FALL RIVER, Mass. (WPRI) — When former Fall River Mayor Jasiel Correia heads to court next week for sentencing, federal prosecutors will seek to put him in prison for more than a decade, but he’s hoping to spend less time behind bars.
On Monday, Correia’s attorneys filed a memorandum asking the judge to sentence him to three years in prison plus probation and payment of restitution, saying their client deserves a shot at redemption.
Correia, 29, was on trial earlier this year for defrauding investors in his now-defunct startup company (an app called SnoOwl) and extorting entrepreneurs seeking to open marijuana businesses in Fall River. He was convicted in May of 21 criminal counts of extortion, fraud, filing false tax returns, and conspiracy.
In the memo, Correia’s attorneys conceded that while he was found guilty of “very serious crimes” that affected the whole community, they believe he can’t be defined only as a “crooked politician” or “thief,” saying he’s also a devoted member of his family and was an accomplished mayor otherwise.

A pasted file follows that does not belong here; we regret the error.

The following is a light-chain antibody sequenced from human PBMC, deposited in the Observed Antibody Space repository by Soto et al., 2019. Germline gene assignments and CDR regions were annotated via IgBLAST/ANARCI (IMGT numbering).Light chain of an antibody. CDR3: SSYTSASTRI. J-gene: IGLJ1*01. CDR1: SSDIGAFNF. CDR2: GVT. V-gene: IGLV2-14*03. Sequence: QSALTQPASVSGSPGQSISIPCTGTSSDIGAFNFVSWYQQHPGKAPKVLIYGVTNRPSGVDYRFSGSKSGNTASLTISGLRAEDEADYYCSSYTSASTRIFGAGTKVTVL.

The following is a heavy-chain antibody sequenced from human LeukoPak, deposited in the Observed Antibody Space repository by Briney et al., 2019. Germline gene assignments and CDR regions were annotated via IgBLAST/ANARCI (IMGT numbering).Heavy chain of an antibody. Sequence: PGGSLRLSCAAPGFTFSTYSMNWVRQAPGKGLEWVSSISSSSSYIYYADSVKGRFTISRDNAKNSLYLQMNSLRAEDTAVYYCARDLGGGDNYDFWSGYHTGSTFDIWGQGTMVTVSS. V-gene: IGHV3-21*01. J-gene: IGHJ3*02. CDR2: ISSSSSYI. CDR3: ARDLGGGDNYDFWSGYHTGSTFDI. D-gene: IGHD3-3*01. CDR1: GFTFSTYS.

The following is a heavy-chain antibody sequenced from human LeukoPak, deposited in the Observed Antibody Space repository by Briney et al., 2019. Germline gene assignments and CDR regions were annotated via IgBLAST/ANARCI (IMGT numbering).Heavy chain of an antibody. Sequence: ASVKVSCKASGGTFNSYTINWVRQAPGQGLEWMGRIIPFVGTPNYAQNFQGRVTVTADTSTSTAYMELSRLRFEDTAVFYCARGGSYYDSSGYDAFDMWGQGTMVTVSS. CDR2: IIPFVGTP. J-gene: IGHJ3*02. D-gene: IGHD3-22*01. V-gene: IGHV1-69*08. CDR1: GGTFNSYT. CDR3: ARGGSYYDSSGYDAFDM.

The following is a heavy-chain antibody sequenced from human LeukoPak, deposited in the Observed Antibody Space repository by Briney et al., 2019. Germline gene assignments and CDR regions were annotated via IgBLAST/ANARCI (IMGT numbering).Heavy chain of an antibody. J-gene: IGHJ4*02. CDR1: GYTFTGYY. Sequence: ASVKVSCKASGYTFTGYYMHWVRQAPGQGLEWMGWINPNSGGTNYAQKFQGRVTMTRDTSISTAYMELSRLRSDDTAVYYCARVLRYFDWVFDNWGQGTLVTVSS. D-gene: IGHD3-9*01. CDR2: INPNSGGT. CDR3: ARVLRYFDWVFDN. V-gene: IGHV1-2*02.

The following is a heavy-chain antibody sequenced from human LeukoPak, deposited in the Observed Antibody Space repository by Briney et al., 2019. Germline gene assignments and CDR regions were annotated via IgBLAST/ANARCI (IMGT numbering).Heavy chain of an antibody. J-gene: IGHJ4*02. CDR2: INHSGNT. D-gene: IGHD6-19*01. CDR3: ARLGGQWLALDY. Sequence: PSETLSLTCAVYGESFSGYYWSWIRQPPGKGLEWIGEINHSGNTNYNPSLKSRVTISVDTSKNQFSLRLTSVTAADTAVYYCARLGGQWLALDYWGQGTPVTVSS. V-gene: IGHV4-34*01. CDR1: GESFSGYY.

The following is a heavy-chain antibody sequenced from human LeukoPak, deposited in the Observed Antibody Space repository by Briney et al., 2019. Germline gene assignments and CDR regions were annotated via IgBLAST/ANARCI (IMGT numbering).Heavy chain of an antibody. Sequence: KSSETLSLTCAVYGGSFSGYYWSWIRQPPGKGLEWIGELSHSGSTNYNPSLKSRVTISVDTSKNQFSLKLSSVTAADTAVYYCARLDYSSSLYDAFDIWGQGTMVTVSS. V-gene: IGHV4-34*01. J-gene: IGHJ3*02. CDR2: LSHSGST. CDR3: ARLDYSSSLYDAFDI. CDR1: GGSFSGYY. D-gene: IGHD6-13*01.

“This case evokes the legend of Icarus. Mr. Correia flew early, high, and fast. The verdict points to a hubristic loss of moral compass and, now, a crash into the sea. But Mr. Correia’s story need not end there,” the attorneys wrote. “The proposed sentence imposes just punishment and makes an example of Mr. Correia while still affording him a meaningful opportunity for redemption as a relatively young man.”
Noting that Correia is still in his 20s, the attorneys said their client has “great potential to learn from this chapter of his life, make amends, fulfill has financial obligations, and contribute constructively to his family and community in the years ahead.”
Prosecutors in the case filed a sentencing memo on Friday asking the judge to sentence Correia to 11 years in prison followed by supervised release. They’ve also requested that he pay nearly $300,000 in restitution to SnowOwl investors, $20,000 to the IRS, and forfeit another $566,000.
In their argument for a sentence of three years, Correia’s attorneys drew comparisons to the imposed punishments in similar cases, pointing specifically at the late Providence Mayor Buddy Cianci’s 2002 sentence of 64 months for public corruption.
The memo also included letters of support from Correia’s family, which revealed he got married after his conviction. His now wife Jenny wrote that she’s afraid she won’t be able to have children with Correia if he goes to prison for a long time.
Correia has been out on bail with an ankle monitor since his conviction. His scheduling is sentenced for Monday, Sept. 20.